'Nothing but the stroke of the flail and the rattle of the crushing mill has, for many a long year, been heard where the monk once chanted his matutinal Te Deum.'
'Ancient and Modern Denbigh' J. Williams (1856)
Not the clearest representation of Speed's map of Denbigh in 1610, but the Friary is vaguely visible in the top right corner.
The remains of the Friary today are sparse, tremendously evocative and intriguing, standing as they do amongst warehousing, terraced housing and fast food outlets - obscured from view by an untidy suburban sprawl. The domestic buildings to the south are long gone, and only the chapel now remains. A simple building, just 19 by 7 metres, length and width. Its internal remains are fascinating however. It was divided into a choir and nave, the two separated by what would have been two rood screens, between which existed a crossing of sorts, above which was a steeple, presumably lost in the fire of 1898.
The Buck Brother's engraving of 1742, showing the Friary in an excellent state of repair, clearly showing its steeple and something of the domestic buildings to its south.
The choir retains a rather splendid five light, perpendicular 15th century window, with rather sophisticated tracery. Though it has been entirely bricked up as a form of support, it remains an impressive and quite dominating fixture. In front of this window would have been the altar, of course, and in the south wall, close to where the altar would have stood, are the remains of a three seat sedilia and a piscina. There is also a largely bricked up but graceful five light ogee window in the north wall of the choir. Within the ‘crossing’ between the nave and the choir, is the remains of a doorway which would have given the brothers access to the cloister and domestic buildings. The nave is fascinating, since it would have had two altars - one to the north, the other to the south. A gracefully constructed piscina remains in the south wall, and would have serviced the altar there. The well in the north west corner of the nave was dug subsequent to its surrender and is probably contemporary to the malthouse, thus 18th and perhaps 19th century in age.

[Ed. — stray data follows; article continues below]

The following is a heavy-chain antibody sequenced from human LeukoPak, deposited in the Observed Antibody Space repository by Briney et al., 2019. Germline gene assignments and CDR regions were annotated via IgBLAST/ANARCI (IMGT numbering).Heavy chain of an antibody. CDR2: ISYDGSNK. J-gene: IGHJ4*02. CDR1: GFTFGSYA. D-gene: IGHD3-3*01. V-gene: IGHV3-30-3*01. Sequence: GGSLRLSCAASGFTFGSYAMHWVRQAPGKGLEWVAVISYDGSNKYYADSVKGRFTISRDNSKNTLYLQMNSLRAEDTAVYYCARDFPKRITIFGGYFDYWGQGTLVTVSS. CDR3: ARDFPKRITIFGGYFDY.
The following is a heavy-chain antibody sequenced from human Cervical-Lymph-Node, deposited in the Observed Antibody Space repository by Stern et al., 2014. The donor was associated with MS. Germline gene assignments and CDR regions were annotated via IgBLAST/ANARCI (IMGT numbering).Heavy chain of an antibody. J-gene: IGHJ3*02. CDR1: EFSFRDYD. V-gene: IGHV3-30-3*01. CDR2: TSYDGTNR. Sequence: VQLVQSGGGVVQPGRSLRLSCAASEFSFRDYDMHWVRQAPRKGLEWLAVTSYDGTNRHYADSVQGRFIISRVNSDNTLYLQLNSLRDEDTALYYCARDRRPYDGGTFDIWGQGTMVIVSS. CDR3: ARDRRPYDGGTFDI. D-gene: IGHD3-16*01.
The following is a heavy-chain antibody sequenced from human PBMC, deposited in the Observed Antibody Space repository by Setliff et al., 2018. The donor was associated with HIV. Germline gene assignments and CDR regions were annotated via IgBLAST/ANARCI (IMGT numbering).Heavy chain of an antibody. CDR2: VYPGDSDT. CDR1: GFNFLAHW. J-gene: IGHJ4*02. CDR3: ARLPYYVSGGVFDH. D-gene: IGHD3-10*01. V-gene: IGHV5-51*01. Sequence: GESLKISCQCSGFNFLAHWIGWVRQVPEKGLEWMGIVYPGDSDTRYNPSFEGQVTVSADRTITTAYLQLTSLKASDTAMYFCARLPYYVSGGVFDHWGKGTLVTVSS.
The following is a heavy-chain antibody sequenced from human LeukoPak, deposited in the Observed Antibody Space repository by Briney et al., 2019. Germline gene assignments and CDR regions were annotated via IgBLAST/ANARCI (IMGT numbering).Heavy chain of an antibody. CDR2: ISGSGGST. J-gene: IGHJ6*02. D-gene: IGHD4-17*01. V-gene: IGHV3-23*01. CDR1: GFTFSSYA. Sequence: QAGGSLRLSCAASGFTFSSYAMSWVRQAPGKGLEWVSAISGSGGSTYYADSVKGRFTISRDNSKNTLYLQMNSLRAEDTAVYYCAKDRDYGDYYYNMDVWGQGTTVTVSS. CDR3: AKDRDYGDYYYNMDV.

The three seat sedilia and the piscina in the choir.
And while the Friary does seem to have had a rather sedate existence until its dissolution, there are a few curiosities which intrigue. The remains of the probable 14th century ‘Abbey Cross’, which now stands within the grounds of Dolhyfryd House were found within the grounds of the Friary in the 19th century. Also, a rather mysterious sepulchral slab was discovered, depicting a female, it is thought, in the attitude of prayer, along with an indecipherable inscription - its current whereabouts are unknown. When it was found it was said to have had a lead cover, underneath which was found what was described as an, ‘antique key’ - what door it opened, we can only wonder. Even curiouser, if perhaps a little predictable, is the tradition of a subterranean passage, linking the Friary with the Castle. Unfortunately, no such passage has ever been found, but then again, very little work beneath the chapel has been conducted. And perhaps most curious of all, is the intriguing early 19th century tale of a mysterious ‘man in black’, who appeared one day and directed the grandfather of one Elias Jones to dig at a very specific spot within the choir. It was not long before, ‘all kinds of things, gold and silver’ were found. Upon their discovery, the man in black directed the finds to be reburied where they were found, and then left the Friary never to be seen again - do they still remain somewhere beneath the magnificent east window, which has never been properly excavated.
The five light ogee window in the north wall of the choir.
On the subject of excavations, it is true to say that the Friary has seen little of the spade and trowel. However, in 1985 during building works to the east of the south end of Ysgol Frongoch, east of the chapel, bones were found. A sample subjected to radiocarbon dating returned the central date of 1435, give or take. The suggestion that this was the site of the Friary cemetery has never been certainly proven. An excavation of 1994 found the remains of some 170 individuals, tipped into what appears to have been a charnel pit, which has been attributed to the undocumented clearing of the vaults, perhaps in the 19th century when the Friary became a brewhouse.
The delightful piscina in the south wall of the nave.
Denbigh Friary then, retains something of an air of mystery. The only Carmelite Friary in Wales, snapped stark and hidden away amongst the grey anonymity of suburban sprawl. And all the more wondrous because of it.